07 November 2012

Home birth

Sometimes I find myself in arguments on medical subjects with non-medical people (for example, with seatmates on airplanes). One argument concerned "natural" home birth. My stance is that if I were a pregnant woman, I would be quite uncomfortable with having my birth at home.*

Pregnancy and birth is a wonderful, yet involved, process. Pregnancy stresses the female body, altering the homeostasis (the equilibrium) of many of the body's systems. For example, pregnant women are more likely to experience blood clots, in part because of a change in their hormones. They have to urinate more often. Some parts of the pregnant woman's brain grow new neurons (which is actually a huge deal, because adults weren't previously thought to be able to grow new brain tissue). Towards the end of the pregnancy, the gigantic uterus competes with the lungs for space in the body, making breathing more difficult. The spine has to adjust to carrying more weight. The heart is more likely to arrest. The list goes on.

Childbirth especially places the body under stress. Sometimes, deliveries have complications. Arterioles can rupture, causing hemorrhage. The fetus can be positioned the wrong way in the birth canal. The fetus's umbilical cord can wrap around its neck, strangling it. The variety of potential complications is substantial. Fortunately, obstetricians can do quite a lot to resolve these complications when they arise, sparing the life of the mother and the child. What is frightening is that grave complications can come on suddenly and without warning, and they need to be dealt with emergently.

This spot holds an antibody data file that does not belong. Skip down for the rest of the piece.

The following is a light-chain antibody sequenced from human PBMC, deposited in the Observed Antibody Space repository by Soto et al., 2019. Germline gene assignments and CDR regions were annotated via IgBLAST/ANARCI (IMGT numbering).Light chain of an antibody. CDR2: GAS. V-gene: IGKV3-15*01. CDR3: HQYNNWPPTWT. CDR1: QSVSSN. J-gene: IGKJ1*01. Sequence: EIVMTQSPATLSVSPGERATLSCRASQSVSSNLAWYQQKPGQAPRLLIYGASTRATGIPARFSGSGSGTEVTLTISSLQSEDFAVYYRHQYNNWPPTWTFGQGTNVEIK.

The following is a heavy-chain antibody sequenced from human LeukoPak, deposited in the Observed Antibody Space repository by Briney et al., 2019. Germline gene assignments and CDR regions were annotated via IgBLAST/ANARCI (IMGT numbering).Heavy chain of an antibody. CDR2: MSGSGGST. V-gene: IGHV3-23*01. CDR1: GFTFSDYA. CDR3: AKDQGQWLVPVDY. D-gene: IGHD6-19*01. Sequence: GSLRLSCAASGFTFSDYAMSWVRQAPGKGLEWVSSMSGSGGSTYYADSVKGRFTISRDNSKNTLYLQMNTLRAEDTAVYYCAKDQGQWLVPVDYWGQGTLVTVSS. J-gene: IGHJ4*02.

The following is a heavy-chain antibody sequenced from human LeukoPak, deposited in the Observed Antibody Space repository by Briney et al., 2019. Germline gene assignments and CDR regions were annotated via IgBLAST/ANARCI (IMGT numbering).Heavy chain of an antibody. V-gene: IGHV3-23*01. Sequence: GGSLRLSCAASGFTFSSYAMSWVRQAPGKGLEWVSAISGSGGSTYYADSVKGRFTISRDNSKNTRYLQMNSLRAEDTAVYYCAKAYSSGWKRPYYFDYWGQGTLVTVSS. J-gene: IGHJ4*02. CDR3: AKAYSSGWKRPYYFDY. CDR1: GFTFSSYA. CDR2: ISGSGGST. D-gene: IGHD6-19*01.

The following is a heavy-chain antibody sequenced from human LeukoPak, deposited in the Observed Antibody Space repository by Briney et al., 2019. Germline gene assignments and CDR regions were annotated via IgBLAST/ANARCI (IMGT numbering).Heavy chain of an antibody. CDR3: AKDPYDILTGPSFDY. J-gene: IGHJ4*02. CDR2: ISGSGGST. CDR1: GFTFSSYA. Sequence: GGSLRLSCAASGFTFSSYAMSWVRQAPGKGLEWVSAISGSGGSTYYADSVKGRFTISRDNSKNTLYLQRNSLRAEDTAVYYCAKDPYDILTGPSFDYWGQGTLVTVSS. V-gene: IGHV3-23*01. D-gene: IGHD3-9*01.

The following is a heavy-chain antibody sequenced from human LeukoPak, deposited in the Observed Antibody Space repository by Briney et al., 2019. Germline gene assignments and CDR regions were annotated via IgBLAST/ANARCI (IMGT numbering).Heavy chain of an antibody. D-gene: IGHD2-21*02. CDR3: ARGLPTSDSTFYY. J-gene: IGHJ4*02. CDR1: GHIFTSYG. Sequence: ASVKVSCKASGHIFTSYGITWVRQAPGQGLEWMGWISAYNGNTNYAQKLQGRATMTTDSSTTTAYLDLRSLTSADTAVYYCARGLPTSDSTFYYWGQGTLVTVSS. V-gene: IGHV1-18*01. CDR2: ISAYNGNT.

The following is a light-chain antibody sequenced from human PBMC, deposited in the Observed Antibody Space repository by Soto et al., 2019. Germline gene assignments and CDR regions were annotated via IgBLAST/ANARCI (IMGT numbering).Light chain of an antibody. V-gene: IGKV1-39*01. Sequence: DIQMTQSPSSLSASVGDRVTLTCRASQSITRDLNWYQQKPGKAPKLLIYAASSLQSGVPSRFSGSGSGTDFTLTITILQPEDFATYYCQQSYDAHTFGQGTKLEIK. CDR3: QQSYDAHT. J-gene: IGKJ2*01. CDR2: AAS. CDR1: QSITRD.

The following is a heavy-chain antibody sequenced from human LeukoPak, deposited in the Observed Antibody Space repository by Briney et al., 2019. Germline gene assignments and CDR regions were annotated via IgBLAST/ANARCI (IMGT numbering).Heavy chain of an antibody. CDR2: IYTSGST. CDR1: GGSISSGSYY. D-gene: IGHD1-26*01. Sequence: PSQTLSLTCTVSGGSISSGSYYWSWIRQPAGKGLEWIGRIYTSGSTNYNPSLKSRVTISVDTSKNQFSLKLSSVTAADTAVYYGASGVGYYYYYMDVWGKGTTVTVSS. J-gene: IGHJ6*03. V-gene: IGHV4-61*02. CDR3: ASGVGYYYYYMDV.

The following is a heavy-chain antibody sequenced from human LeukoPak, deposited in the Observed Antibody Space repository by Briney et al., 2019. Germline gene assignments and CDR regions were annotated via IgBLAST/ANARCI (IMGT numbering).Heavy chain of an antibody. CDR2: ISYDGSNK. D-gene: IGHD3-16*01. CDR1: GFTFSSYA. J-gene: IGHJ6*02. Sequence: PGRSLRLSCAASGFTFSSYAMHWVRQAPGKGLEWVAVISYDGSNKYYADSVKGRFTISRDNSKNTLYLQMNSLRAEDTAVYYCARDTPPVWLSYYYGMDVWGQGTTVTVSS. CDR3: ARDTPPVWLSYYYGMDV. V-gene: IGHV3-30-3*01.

As I alluded to in my recent post on diagnosis, when approaching a complex matter, it often helps to break it down into its simpler, constituent parts. Those working on maternal mortality worldwide have done just that. There is a "three-delay" model of contributors to maternal mortality in complicated deliveries:

1. delay in recognizing problems in labor and deciding to seek medical help;
2. delay in reaching a skilled medical facility; and
3. delay in obtaining the appropriate intervention on arrival.

The trouble with home birth (relative to at a hospital or a birth center) is that it definitely delays number 2 and usually delays numbers 1 and 3. Delays in medicine are costly. Regarding strokes, neurologists say that "time is brain." Regarding heart attacks, cardiologists say that "time is muscle." I am coining the aphorism that in obstetrics, "time is life"that of the mother and that of the fetus.

To be sure: most low-risk pregnancies result in uncomplicated deliveries, whether in one's home or in a hospital. It's when a delivery doesn't go smoothly that one will want to quickly find herself in the hands of a skilled physician.

* Summary statement of the American College of Obstetrics and Gynecology's Feb. 2011 position paper on planned home birth:
Although the Committee on Obstetric Practice believes that hospitals and birthing centers are the safest setting for birth, it respects the right of a woman to make a medically informed decision about delivery. Women inquiring about planned home birth should be informed of its risks and benefits based on recent evidence. Specifically, they should be informed that although the absolute risk may be low, planned home birth is associated with a twofold to threefold increased risk of neonatal death when compared with planned hospital birth. Importantly, women should be informed that the appropriate selection of candidates for home birth; the availability of a certified nurse–midwife, certified midwife, or physician practicing within an integrated and regulated health system; ready access to consultation; and assurance of safe and timely transport to nearby hospitals are critical to reducing perinatal mortality rates and achieving favorable home birth outcomes.